From a lot of the talk about raising the retirement age, you’d think firms were lining up to offer jobs to 61 year-olds and labor force participation fell off a cliff at age 65. The reality is quite different. As Motoko Rich lays out in an excellent piece, the nexus of recession and aging makes things extraordinarily difficult for unemployed fifty-somethings:
Patricia Reid is not in her 70s, an age when many Americans continue to work. She is not even in her 60s. She is just 57. [...]
College educated, with a degree in business administration, she is experienced, having worked for two decades as an internal auditor and analyst at Boeing before losing that job.
But that does not seem to matter, not for her and not for a growing number of people in their 50s and 60s who desperately want or need to work to pay for retirement and who are starting to worry that they may be discarded from the work force — forever.
In normal times, one of the great engines of prosperity and human progress is precisely the fact that there’s normally a shortfall of fully-qualified people out there for precisely the jobs that need doing. You’ve got a bunch of kids fresh out of school who might be eager to get ahead, but who don’t actually know what they’re doing. You’ve got competent older people who through no fault of their own find themselves possessed with slightly obsolete skills. You’ve got people who’ve screwed up in the past but now have a more mature perspective and want some money and stability. And you’ve got firms who need workers, and this need for workers drives not just hiring but training and investment that can’t be fully internalized. But as Niklas Blanchard observes using National Federation of Independent Businesses survey data, when recessions hit firms’ concerns about labor quality vanish since suddenly there’s a glut of workers and no particular incentive to expand operations:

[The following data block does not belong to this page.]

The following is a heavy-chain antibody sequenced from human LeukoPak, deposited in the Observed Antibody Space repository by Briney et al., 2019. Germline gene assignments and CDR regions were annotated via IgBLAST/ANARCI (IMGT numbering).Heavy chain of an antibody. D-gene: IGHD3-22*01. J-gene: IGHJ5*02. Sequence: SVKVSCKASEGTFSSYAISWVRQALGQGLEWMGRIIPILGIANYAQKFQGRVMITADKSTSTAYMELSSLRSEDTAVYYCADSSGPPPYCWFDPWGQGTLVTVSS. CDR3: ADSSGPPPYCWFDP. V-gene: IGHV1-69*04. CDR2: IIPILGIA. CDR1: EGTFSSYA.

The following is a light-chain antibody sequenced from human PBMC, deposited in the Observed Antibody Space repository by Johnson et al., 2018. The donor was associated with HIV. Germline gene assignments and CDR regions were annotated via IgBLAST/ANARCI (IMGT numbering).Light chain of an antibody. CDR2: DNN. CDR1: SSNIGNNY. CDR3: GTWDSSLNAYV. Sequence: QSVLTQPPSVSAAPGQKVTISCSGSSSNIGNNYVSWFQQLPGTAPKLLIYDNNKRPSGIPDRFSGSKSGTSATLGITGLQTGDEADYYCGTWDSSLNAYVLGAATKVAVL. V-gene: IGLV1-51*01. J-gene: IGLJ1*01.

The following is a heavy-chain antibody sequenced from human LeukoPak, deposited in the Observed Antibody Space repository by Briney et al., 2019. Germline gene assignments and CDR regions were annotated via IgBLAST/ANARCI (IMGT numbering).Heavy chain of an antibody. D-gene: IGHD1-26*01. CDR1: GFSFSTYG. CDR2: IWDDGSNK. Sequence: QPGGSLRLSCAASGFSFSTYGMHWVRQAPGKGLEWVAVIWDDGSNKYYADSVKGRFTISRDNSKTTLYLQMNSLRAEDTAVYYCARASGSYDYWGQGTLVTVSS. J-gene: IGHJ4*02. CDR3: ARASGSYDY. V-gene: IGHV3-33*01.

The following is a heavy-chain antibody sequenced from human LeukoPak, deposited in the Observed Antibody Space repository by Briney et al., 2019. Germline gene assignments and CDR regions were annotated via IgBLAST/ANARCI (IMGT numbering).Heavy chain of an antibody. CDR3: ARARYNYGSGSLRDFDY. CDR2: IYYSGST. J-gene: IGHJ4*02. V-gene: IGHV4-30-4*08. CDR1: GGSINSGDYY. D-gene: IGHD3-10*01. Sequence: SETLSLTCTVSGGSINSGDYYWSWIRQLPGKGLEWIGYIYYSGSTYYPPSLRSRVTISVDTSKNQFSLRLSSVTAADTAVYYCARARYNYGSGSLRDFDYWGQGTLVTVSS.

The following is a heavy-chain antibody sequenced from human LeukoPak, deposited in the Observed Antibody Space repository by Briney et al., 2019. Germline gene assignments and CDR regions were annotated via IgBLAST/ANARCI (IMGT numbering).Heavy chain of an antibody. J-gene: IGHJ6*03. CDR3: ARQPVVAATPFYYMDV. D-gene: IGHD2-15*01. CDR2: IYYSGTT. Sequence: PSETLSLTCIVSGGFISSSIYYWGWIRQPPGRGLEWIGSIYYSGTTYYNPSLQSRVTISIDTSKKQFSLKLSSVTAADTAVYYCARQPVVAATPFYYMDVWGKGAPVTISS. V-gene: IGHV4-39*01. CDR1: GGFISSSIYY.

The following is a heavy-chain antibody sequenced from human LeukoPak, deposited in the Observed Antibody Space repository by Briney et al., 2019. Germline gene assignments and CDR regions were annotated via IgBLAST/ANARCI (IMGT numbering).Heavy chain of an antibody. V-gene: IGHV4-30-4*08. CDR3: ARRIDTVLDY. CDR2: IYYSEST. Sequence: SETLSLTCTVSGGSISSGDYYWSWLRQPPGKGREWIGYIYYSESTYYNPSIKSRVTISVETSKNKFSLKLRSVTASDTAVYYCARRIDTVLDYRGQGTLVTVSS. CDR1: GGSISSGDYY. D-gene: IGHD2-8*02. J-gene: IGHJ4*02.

The biggest victims of this situation are the Patricia Reids of the world, the slightly marginal cases who have skills but don’t perfectly fit what most companies are looking for. And right now poor macroeconomic management is squandering their talents and abilities. No kind of entitlement system is going to be sustainable as long as that’s happening. Able-bodied working age people who want to work need to be able to find jobs. If they can’t then no amount of fiddling with the retirement age is going to make the numbers add up.